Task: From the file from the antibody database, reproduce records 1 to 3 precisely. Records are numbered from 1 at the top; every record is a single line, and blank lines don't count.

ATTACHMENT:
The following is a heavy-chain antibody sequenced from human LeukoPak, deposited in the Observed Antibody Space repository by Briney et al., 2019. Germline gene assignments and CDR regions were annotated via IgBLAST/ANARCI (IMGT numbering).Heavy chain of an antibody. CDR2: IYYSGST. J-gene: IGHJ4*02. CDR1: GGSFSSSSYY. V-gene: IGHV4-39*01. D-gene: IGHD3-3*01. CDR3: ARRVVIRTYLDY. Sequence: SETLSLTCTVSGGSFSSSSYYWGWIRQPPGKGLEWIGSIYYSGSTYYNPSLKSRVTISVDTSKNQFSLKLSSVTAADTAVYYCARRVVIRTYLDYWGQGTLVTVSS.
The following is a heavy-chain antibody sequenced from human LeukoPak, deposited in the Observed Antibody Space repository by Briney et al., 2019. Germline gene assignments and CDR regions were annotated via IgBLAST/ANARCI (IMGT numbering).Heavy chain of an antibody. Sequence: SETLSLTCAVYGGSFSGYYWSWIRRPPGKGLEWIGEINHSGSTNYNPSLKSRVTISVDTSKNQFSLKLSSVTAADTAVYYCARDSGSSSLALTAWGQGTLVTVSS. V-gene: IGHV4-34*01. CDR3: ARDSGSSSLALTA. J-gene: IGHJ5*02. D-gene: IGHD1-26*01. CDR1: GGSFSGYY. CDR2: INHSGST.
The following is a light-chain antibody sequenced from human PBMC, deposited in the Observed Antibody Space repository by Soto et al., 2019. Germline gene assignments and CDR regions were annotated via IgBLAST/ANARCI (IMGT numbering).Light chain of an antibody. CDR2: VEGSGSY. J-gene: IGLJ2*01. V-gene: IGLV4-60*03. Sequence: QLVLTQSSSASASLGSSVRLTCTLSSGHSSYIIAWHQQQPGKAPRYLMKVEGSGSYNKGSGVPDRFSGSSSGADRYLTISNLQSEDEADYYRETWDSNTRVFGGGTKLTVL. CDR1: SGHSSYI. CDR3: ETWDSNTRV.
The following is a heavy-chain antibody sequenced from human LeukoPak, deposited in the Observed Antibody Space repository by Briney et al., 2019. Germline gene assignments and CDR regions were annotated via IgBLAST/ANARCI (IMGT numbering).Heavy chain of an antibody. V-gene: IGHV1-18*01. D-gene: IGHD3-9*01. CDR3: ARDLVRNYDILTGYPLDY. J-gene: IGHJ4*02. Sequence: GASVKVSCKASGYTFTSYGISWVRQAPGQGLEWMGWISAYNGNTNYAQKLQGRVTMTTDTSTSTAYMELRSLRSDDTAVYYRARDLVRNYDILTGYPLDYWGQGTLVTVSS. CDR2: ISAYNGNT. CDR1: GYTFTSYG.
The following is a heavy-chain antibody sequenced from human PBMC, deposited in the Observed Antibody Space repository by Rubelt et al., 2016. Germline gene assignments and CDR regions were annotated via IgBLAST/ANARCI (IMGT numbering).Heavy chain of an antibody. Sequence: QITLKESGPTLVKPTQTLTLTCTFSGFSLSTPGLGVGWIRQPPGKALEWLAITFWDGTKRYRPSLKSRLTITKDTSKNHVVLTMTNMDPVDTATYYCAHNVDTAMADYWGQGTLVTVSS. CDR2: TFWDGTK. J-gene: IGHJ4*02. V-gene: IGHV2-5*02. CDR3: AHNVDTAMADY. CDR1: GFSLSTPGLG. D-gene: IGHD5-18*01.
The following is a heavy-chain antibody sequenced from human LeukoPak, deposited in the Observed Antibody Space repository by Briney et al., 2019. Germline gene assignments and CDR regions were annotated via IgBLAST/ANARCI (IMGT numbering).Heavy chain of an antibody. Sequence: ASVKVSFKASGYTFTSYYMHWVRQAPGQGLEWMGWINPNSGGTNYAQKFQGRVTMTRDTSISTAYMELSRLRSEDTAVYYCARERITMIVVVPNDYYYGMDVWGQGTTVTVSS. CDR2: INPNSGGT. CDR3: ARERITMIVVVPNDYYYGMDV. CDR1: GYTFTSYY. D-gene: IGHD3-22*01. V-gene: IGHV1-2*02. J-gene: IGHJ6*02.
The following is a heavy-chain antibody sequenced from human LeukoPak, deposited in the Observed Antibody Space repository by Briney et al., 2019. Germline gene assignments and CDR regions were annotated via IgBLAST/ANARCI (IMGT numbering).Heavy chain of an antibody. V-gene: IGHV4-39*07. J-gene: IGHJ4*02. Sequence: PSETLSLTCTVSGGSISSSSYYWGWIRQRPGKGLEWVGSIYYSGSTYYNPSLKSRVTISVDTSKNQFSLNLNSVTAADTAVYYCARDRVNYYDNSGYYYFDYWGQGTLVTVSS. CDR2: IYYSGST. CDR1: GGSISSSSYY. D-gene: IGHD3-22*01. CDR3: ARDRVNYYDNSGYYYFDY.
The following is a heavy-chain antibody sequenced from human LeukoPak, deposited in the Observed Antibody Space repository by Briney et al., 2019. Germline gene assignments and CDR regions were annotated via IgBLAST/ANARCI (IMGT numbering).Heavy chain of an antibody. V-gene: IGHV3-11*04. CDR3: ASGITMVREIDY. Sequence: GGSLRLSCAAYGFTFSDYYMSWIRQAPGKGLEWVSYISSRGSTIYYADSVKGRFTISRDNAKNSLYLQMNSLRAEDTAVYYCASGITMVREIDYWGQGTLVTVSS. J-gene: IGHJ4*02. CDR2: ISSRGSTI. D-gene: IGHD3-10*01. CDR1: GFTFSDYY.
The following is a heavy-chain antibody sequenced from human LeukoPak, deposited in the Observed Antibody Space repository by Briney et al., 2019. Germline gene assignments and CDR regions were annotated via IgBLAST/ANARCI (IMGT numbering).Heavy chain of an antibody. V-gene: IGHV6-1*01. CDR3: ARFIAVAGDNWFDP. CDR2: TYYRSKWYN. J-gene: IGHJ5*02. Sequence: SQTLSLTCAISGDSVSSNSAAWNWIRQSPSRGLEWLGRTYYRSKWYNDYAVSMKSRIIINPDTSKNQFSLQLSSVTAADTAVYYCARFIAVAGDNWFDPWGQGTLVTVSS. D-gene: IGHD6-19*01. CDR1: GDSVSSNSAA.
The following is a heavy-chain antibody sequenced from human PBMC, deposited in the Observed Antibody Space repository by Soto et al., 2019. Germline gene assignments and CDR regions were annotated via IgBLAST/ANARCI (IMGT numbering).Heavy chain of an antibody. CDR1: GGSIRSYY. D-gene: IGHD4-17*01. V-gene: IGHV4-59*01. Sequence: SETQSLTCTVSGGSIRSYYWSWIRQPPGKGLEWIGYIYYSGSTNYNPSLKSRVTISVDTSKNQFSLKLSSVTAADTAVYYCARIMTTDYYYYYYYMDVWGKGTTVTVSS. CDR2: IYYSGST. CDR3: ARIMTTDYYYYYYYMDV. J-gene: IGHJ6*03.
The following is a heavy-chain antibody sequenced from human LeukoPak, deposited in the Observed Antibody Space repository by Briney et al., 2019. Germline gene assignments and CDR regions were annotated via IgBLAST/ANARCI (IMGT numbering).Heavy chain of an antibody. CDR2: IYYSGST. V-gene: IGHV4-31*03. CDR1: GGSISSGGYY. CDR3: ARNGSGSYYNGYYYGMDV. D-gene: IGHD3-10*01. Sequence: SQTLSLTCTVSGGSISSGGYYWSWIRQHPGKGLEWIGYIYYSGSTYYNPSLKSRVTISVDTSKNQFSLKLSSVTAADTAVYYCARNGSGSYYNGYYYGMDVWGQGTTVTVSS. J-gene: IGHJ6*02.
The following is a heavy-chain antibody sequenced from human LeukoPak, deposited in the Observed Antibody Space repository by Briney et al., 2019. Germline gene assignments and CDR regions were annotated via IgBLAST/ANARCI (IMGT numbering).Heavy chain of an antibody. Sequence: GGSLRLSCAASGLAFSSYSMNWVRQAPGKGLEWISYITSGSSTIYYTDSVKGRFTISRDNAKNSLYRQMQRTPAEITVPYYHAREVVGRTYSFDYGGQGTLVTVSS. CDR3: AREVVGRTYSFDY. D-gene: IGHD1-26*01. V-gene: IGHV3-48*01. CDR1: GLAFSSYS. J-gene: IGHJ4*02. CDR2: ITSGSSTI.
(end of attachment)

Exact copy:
The following is a heavy-chain antibody sequenced from human LeukoPak, deposited in the Observed Antibody Space repository by Briney et al., 2019. Germline gene assignments and CDR regions were annotated via IgBLAST/ANARCI (IMGT numbering).Heavy chain of an antibody. CDR2: IYYSGST. J-gene: IGHJ4*02. CDR1: GGSFSSSSYY. V-gene: IGHV4-39*01. D-gene: IGHD3-3*01. CDR3: ARRVVIRTYLDY. Sequence: SETLSLTCTVSGGSFSSSSYYWGWIRQPPGKGLEWIGSIYYSGSTYYNPSLKSRVTISVDTSKNQFSLKLSSVTAADTAVYYCARRVVIRTYLDYWGQGTLVTVSS.
The following is a heavy-chain antibody sequenced from human LeukoPak, deposited in the Observed Antibody Space repository by Briney et al., 2019. Germline gene assignments and CDR regions were annotated via IgBLAST/ANARCI (IMGT numbering).Heavy chain of an antibody. Sequence: SETLSLTCAVYGGSFSGYYWSWIRRPPGKGLEWIGEINHSGSTNYNPSLKSRVTISVDTSKNQFSLKLSSVTAADTAVYYCARDSGSSSLALTAWGQGTLVTVSS. V-gene: IGHV4-34*01. CDR3: ARDSGSSSLALTA. J-gene: IGHJ5*02. D-gene: IGHD1-26*01. CDR1: GGSFSGYY. CDR2: INHSGST.
The following is a light-chain antibody sequenced from human PBMC, deposited in the Observed Antibody Space repository by Soto et al., 2019. Germline gene assignments and CDR regions were annotated via IgBLAST/ANARCI (IMGT numbering).Light chain of an antibody. CDR2: VEGSGSY. J-gene: IGLJ2*01. V-gene: IGLV4-60*03. Sequence: QLVLTQSSSASASLGSSVRLTCTLSSGHSSYIIAWHQQQPGKAPRYLMKVEGSGSYNKGSGVPDRFSGSSSGADRYLTISNLQSEDEADYYRETWDSNTRVFGGGTKLTVL. CDR1: SGHSSYI. CDR3: ETWDSNTRV.